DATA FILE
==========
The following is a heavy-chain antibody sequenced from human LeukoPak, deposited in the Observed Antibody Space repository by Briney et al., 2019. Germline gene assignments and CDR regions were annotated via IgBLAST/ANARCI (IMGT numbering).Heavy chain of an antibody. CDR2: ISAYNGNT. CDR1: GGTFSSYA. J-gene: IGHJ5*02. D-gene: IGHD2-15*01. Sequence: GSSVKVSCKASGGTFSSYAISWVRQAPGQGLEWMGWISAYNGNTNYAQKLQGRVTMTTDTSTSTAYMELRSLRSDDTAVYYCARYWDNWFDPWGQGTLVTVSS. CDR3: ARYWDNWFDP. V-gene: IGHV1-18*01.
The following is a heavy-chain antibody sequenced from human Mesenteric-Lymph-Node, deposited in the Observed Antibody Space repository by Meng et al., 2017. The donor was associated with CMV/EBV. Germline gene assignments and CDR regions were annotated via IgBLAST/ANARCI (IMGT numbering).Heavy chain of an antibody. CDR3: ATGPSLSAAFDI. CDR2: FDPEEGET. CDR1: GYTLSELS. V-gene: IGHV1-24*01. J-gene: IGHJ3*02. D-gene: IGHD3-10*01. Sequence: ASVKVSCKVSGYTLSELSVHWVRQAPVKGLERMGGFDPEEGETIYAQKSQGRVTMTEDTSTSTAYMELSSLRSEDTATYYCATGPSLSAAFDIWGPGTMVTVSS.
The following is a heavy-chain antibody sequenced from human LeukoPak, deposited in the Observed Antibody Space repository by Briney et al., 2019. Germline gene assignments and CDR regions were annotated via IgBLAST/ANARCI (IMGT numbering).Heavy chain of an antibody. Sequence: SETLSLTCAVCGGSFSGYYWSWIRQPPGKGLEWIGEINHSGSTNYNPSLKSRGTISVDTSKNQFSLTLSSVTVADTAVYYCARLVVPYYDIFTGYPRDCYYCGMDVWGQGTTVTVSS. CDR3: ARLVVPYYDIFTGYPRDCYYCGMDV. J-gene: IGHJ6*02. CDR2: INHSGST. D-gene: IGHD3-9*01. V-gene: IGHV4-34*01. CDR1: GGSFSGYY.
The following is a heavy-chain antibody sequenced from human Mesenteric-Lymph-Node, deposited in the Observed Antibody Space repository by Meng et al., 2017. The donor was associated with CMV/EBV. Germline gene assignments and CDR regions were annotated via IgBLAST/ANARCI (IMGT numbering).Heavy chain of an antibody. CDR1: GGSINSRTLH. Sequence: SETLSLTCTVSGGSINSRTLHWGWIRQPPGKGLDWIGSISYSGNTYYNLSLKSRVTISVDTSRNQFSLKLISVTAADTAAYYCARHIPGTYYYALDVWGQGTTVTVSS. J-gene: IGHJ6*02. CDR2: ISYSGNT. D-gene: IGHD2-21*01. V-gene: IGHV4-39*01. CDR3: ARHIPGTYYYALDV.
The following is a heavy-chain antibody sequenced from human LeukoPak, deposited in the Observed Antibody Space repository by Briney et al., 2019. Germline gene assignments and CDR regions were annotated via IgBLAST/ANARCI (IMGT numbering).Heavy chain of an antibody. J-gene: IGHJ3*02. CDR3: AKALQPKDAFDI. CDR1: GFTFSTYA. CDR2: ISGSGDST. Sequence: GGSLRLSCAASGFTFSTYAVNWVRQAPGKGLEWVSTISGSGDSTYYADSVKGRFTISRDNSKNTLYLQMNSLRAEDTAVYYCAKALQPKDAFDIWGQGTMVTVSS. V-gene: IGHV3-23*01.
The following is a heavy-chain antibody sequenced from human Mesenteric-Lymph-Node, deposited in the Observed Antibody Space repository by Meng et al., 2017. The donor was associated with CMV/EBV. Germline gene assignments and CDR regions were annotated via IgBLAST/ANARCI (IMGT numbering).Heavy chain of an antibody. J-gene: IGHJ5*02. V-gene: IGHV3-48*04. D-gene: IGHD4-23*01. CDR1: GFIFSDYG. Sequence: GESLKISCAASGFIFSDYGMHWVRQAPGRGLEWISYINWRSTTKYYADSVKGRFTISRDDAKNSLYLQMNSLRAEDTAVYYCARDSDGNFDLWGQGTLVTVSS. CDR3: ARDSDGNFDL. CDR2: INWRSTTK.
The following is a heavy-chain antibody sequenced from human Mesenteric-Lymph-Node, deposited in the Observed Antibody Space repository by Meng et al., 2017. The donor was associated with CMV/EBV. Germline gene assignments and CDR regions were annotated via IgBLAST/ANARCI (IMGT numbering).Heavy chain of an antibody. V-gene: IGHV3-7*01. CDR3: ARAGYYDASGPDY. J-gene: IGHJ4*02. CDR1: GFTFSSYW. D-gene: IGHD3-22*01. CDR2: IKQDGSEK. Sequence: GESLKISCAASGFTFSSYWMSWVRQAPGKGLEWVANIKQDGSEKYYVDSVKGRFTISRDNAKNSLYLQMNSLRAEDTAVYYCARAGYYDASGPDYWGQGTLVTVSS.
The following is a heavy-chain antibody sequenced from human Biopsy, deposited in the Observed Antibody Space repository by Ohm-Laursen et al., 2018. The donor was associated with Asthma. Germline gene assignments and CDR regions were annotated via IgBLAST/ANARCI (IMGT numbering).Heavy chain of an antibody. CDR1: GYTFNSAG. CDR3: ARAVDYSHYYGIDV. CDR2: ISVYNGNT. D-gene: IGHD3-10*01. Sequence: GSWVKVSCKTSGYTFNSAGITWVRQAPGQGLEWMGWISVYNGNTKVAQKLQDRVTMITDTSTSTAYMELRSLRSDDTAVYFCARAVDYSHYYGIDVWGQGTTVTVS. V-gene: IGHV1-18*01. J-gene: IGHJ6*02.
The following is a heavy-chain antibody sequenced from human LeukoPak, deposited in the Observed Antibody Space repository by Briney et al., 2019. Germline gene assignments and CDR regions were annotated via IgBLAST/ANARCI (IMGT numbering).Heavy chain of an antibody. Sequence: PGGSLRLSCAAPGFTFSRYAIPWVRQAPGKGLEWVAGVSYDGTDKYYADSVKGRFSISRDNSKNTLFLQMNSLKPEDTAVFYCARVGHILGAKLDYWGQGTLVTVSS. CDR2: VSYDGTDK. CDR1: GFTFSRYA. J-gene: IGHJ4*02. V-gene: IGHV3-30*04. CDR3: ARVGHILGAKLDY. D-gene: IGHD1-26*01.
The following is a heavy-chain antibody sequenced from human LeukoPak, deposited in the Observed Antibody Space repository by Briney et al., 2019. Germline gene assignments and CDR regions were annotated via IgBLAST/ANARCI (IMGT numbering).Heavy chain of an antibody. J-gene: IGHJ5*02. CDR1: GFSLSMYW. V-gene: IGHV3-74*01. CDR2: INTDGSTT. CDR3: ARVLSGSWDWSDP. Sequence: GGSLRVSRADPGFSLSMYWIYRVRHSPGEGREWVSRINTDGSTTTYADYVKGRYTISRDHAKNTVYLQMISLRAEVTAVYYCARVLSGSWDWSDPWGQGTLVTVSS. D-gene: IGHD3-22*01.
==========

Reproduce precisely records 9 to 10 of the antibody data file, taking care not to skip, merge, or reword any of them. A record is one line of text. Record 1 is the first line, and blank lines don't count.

The following is a heavy-chain antibody sequenced from human LeukoPak, deposited in the Observed Antibody Space repository by Briney et al., 2019. Germline gene assignments and CDR regions were annotated via IgBLAST/ANARCI (IMGT numbering).Heavy chain of an antibody. Sequence: PGGSLRLSCAAPGFTFSRYAIPWVRQAPGKGLEWVAGVSYDGTDKYYADSVKGRFSISRDNSKNTLFLQMNSLKPEDTAVFYCARVGHILGAKLDYWGQGTLVTVSS. CDR2: VSYDGTDK. CDR1: GFTFSRYA. J-gene: IGHJ4*02. V-gene: IGHV3-30*04. CDR3: ARVGHILGAKLDY. D-gene: IGHD1-26*01.
The following is a heavy-chain antibody sequenced from human LeukoPak, deposited in the Observed Antibody Space repository by Briney et al., 2019. Germline gene assignments and CDR regions were annotated via IgBLAST/ANARCI (IMGT numbering).Heavy chain of an antibody. J-gene: IGHJ5*02. CDR1: GFSLSMYW. V-gene: IGHV3-74*01. CDR2: INTDGSTT. CDR3: ARVLSGSWDWSDP. Sequence: GGSLRVSRADPGFSLSMYWIYRVRHSPGEGREWVSRINTDGSTTTYADYVKGRYTISRDHAKNTVYLQMISLRAEVTAVYYCARVLSGSWDWSDPWGQGTLVTVSS. D-gene: IGHD3-22*01.